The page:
WASHINGTON – The Federal Reserve fined Goldman Sachs $36.3 million for what it called the use and disclosure of confidential materials that the U.S. uses in its supervision of banks.
The Fed ordered the big Wall Street bank on Wednesday to put in place a program to ensure that the alleged violation doesn’t happen again.
Regulators now want to ban Joseph Jiampietro, a former managing director at Goldman, from the banking industry and levy fines against him for the incident that took place more than two years ago.
Jiampietro’s attorney said the Fed’s allegations are false and his client will fight them in the Fed’s legal proceedings.
Regulators say the “confidential supervisory information” obtained by Goldman included reports of bank examinations used by regulators. Goldman employees improperly used and disclosed the confidential information during presentations to clients and prospective clients in an attempt to get their business, they said.
Since at least 2012, Goldman employees lacked proper training and the company didn’t have policies or procedures in place to ensure compliance with disclosure rules, according to the Fed’s order. The central bank said it will “actively monitor” Goldman’s implementation of a compliance program. It prohibited Goldman from rehiring anyone involved in the alleged violation.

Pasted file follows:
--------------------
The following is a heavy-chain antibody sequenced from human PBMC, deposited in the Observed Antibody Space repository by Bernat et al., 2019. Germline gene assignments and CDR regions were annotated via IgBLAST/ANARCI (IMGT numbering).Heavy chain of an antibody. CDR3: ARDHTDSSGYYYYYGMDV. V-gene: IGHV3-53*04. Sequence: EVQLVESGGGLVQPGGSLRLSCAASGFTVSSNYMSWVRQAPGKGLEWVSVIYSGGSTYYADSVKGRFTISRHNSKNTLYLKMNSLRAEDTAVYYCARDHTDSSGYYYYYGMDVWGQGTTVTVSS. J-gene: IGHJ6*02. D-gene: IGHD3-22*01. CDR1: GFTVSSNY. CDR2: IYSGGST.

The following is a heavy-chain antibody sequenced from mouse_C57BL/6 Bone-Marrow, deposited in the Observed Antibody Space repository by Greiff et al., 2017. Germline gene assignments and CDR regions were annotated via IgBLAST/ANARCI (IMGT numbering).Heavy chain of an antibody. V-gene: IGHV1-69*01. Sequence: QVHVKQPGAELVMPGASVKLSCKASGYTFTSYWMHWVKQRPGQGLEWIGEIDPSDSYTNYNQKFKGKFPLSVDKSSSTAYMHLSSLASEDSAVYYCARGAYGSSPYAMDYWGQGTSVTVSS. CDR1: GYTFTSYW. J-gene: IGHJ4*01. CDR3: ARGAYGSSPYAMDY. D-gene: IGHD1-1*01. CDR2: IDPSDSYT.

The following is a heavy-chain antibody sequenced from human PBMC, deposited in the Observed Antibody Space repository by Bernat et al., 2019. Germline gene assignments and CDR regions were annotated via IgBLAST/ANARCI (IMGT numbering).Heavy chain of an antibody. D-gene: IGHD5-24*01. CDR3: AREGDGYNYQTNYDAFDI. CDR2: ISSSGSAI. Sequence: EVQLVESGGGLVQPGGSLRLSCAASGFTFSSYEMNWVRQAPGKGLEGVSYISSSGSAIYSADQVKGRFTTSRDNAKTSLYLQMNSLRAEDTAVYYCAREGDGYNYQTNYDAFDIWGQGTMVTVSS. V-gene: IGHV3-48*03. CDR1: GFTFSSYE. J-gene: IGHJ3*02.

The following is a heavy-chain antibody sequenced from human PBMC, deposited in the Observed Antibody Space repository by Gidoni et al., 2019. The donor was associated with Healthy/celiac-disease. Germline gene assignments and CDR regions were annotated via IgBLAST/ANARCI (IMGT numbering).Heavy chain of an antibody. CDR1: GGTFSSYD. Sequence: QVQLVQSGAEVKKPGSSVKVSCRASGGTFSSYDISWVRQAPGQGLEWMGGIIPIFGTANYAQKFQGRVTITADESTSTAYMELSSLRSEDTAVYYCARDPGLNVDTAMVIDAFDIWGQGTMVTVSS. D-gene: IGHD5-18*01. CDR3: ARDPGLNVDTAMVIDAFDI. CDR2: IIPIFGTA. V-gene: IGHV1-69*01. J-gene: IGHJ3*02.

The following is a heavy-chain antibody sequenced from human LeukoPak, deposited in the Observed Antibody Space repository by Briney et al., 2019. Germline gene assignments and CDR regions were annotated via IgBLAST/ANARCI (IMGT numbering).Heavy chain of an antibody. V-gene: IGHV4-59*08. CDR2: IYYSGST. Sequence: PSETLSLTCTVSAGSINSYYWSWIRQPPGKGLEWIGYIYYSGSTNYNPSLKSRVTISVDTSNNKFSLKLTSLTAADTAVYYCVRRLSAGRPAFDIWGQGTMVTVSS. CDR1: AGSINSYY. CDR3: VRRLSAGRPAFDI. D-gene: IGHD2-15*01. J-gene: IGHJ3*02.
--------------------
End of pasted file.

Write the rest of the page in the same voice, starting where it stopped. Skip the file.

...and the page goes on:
Michael DuVally, a spokesman for the New York company, said “We’re pleased to have resolved this matter.”
When Goldman discovered that a former employee Rohit Bansal had improperly obtained material from the New York Fed, where he had previously worked, the bank immediately notified the Fed and other regulators, DuVally said. Goldman fired Bansal in 2014 and the Fed permanently banned him from the banking industry last year.
“We previously reviewed and strengthened our policies and procedures after Bansal was terminated,” he said in a company release. “We have no tolerance for the improper handling of confidential supervisory information.”
Jiampietro’s lawyer, Adam Ford, said the Fed’s allegations are “demonstrably false, and rely solely on the testimony of a single and inherently incredible witness,” whom he didn’t name.
“As Mr. Jiampietro has said from the start, he never requested confidential supervisory information from anyone, and never used it for his or anyone’s benefit,” Ford said in a statement. “The Fed has the law wrong and the facts wrong.”
AP Business Writer Matt Ott contributed to this report.